By Brynne Duty
As we continue to shelter-in-place, many of us have found that somehow our days are even more packed than before. We've had to pivot in so many ways - the way we work, the way we parent, the way we educate, and even the way in which we move through the physical world. We've also had to take on new roles, add responsibilities, manage our own emotions and assist family with navigating theirs, and learn to find a sense of community even as we remain physically separate. That's quite a lot to handle, and it can be easy to get swept along, following the mind back to a more comfortable past, or forward to visions of the future. While reflection and planning certainly have value, if we get stuck in those modes, we can begin to feel groundless and uprooted. Gently bringing the mind back to the present can help us to re-plant and find a sense of anchoring.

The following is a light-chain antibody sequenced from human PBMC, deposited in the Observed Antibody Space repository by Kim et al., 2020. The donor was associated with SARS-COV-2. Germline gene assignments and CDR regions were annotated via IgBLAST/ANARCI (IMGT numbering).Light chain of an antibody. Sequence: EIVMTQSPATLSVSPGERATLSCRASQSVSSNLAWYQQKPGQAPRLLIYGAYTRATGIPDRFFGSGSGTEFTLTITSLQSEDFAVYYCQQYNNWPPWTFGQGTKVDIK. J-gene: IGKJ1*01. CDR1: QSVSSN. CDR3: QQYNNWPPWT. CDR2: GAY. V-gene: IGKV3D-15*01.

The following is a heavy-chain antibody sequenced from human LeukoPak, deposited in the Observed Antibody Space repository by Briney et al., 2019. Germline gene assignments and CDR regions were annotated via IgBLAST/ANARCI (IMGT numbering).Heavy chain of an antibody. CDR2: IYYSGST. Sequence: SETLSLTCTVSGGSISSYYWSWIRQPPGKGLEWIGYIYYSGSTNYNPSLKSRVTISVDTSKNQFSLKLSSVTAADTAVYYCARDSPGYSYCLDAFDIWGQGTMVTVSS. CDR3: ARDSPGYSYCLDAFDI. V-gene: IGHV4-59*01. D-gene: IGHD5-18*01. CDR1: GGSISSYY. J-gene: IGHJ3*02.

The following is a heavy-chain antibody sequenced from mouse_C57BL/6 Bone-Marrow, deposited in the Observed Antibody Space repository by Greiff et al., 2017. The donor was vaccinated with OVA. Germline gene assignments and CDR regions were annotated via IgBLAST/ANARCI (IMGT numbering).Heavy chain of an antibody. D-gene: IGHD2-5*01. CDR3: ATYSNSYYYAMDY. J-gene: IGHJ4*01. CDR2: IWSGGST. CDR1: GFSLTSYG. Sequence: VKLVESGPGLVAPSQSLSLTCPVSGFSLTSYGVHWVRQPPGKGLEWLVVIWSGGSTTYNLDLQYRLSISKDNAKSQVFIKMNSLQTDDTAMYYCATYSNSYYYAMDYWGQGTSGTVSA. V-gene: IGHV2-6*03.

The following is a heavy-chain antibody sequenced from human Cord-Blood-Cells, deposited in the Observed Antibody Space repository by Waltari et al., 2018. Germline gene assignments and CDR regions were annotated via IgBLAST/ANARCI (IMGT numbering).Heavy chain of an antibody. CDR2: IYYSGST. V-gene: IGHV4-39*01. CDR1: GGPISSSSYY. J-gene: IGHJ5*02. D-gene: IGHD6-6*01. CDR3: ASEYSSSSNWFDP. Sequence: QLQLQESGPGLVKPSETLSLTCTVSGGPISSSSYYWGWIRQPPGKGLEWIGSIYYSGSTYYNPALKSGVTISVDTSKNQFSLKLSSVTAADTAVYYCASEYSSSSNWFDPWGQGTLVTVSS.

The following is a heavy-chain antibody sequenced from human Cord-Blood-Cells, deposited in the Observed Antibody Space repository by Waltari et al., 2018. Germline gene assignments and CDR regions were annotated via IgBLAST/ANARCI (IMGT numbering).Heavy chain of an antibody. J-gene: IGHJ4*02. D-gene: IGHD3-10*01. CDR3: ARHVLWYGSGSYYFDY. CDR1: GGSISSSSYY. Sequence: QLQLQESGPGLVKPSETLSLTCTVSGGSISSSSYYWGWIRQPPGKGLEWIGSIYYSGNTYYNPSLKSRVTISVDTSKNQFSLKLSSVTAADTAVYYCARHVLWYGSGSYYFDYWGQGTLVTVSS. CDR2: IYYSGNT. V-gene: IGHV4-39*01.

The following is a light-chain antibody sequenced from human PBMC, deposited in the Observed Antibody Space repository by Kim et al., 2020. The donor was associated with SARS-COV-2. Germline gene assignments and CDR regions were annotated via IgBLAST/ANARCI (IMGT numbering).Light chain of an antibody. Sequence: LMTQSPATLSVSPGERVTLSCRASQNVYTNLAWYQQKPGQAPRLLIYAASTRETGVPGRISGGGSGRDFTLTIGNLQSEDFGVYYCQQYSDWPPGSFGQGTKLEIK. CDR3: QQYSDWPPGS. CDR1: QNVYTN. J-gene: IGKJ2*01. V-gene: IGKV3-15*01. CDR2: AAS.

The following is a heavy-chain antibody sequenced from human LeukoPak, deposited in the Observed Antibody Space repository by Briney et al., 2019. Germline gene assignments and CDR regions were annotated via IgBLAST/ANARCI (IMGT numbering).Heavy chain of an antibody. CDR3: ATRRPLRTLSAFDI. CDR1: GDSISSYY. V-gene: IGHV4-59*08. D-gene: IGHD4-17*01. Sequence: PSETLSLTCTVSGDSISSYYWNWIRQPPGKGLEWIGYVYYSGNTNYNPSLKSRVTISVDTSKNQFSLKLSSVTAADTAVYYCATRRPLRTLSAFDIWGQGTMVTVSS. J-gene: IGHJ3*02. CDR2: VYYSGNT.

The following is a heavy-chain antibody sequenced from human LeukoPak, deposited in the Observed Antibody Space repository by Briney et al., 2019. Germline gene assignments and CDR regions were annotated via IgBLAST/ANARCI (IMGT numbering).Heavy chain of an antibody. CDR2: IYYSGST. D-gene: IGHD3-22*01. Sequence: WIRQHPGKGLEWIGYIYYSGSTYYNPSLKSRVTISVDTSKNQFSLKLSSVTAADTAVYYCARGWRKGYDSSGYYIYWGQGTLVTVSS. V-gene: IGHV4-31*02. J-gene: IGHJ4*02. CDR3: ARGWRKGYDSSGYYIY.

This idea of being present, of bringing the mind into "now" in order to cultivate a sense of calm and inner exploration is at the heart of yogic philosophy and literature. As one of my beloved teachers introduced it to me, the text of the Yoga Sutras is divided into 4 books. The first line of each book can be seen as a synopsis of that book. Likewise, the first word of the entire work can be seen as a synopsis of the entire work. The first word is "now." If you just got chills, you are not alone - it gets me every time.
The breath is one of the most accessible tools we have to quickly focus the mind on the present - even closing our eyes for just 5 breaths can have a much bigger impact than the effort it took to do so. We can also tap into this present space through being absorbed in something we truly connect with, something that is familiar, yet a bit challenging. It's that feeling we get after coming out of being immersed in something and not being sure of anything else that has happened during that time. However we get there, dropping into the present, the here and now, can help us catch up, ground, and collect ourselves to better face the days ahead.